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Transition from J 0 to J 1 near θ =0?

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In-plane SWR in square array of Py dots Py square lattice of closely packed circular dots, 1/1.1 µm It is important to note that in-plane additional spin-wave modes for [10] and [11] are shifted in a different way with respect to the main one, indicating that interdot interactions DO AFFECT magnetostatic spin wave modes in in-plane geometry.

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Ferromagnetic resonance vs. Brillouin light scattering (BLS) FMR advantages High speed (1 minute per spectra with standard Bruker EMX-300 ESR spectrometer) High resolution (position of the mode can be determined with an accuracy of few Oersteds) External field can be applied at the arbitrary angle to the sample normal (in BLS only in the sample plane) It is possible to study relaxation processes by measuring resonance linewidth FMR disadvantages Lower sensitivity (for patterned 20 nm thick Permalloy minimal sample size is 0.2 mm x 0.2 mm) Fixed frequency Not all types of modes can be exited in FMR studies

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Resonance linewidth For patterned film at perpendicular the linewidth is considerably smaller. This is because the density of spin-waves that the resonance can scatter into is much reduced, k min = 2π/d. At parallel the internal fields will be much more inhomogeneous leading to a stronger coupling to higher order spin-waves and a shorter relaxation time. As a function of angle from the perpendicular the inhomogeneities gradually increases and the linewidth increases.

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MRFM Spectrometer Sputter Coated NiFe Tip Bias Field Solenoid (± 300 G) Bias Field H (permanent magnet) H Detection Cantilever (with H) RF Microstrip ( ) Sample on substrate Modulation Field, H mod Fiber optic interferometer x y z Force J. A. Sidles, Appl. Phys. Letts. 59, 2854 (1991) D. Rugar, C. S. Yannoni and J. A. Sidles, Nature, 360, 563 (1992)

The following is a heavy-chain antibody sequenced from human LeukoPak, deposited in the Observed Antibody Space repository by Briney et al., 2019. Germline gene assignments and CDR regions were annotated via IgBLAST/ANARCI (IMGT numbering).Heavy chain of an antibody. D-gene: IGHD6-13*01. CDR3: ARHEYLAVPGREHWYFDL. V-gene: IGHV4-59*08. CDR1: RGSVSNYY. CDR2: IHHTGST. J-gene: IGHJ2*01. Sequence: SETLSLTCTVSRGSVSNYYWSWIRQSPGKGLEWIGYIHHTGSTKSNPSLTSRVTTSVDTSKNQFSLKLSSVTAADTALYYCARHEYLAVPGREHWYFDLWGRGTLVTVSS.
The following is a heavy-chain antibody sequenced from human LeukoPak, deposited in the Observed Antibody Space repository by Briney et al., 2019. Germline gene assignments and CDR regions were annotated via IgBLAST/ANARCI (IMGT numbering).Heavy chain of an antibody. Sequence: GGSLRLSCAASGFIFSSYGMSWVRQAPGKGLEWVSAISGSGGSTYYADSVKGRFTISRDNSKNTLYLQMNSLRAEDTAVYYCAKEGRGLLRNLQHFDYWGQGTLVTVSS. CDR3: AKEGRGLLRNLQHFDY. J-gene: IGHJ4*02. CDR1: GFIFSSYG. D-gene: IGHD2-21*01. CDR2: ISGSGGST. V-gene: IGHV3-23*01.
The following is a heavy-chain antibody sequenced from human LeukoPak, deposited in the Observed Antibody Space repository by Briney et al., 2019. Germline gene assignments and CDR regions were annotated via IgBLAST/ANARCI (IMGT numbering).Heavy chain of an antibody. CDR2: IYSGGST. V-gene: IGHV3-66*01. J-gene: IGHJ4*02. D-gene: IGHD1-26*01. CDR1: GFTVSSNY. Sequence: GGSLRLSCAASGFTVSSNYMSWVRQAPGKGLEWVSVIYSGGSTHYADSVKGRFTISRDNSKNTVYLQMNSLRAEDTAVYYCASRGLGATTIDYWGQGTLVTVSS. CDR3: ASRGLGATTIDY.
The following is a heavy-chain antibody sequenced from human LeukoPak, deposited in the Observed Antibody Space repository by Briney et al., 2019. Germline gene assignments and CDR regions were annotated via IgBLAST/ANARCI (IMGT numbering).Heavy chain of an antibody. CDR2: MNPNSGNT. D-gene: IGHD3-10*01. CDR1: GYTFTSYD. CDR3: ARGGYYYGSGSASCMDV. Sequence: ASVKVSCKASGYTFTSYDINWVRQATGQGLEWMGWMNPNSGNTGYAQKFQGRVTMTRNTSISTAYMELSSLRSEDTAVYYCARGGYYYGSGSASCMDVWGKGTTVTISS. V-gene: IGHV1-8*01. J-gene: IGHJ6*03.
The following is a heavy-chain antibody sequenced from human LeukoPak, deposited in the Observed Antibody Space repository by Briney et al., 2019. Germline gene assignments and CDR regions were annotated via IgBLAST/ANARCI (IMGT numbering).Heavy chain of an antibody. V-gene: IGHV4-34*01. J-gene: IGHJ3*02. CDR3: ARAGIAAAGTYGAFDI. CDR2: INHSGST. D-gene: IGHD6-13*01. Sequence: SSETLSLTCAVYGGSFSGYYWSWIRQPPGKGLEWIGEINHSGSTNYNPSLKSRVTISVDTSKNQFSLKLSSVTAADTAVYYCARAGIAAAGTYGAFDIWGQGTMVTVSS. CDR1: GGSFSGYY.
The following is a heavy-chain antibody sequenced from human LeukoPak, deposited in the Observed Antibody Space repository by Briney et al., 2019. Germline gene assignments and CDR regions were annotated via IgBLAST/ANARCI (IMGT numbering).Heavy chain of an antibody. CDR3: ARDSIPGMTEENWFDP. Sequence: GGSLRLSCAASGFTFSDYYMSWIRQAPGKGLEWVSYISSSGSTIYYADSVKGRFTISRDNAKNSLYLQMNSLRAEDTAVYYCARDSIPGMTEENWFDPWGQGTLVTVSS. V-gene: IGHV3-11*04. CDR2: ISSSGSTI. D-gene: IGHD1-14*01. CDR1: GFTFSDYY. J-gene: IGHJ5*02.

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Resonance Slice Resonance Slice = H res F tip = m(r,t)dH/dz M H tip (r) H app < H res h(t) H int > H res B int < B res

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FMRFM spectra of circular dot array

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Spatially resolved FMRFM

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Conclusions FMR has shown its very high effectiveness in determination of different types of anisotropy in rectangular and square arrays of circular submicron dots It is shown that, even under strong enough FMR field H, the dipolar coupling in the square array of circular magnetic microdots is able to produce some continuous deformation of uniformly magnetized state, depending on the in- plane field orientation. We observed the multi-resonance FMR spectra of laterally confined spin wave modes in nickel and Permalloy circular dot arrays. These spectra are quantitatively described by a simple dipole-exchange theory of spin wave dispersion in a perpendicularly magnetized film. The global FMR properties of circular submicron dots determined using magnetic resonance force microscopy are in a very good agreement with results obtained using X-band conventional FMR and with theoretical description.

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Acknowledgement V.O. Golub, E.V. Tartakovskaya Institute of Magnetism, Kiev, Ukraine P.C. Hammel Department of Physics, Ohio State University, USA A.N. Slavin Depertment of Physics, Oakland University, USA Yu.G. Pogorelov, M. Costa Department of Physics, University of Porto, Portugal K.Yu. Guslienko, V. Novosad Materials Science Division, Argonne National Laboratory, Y. Otani Frontier Research System, RIKEN, Japan S. Batra Seagate Research, Pittsburgh, USA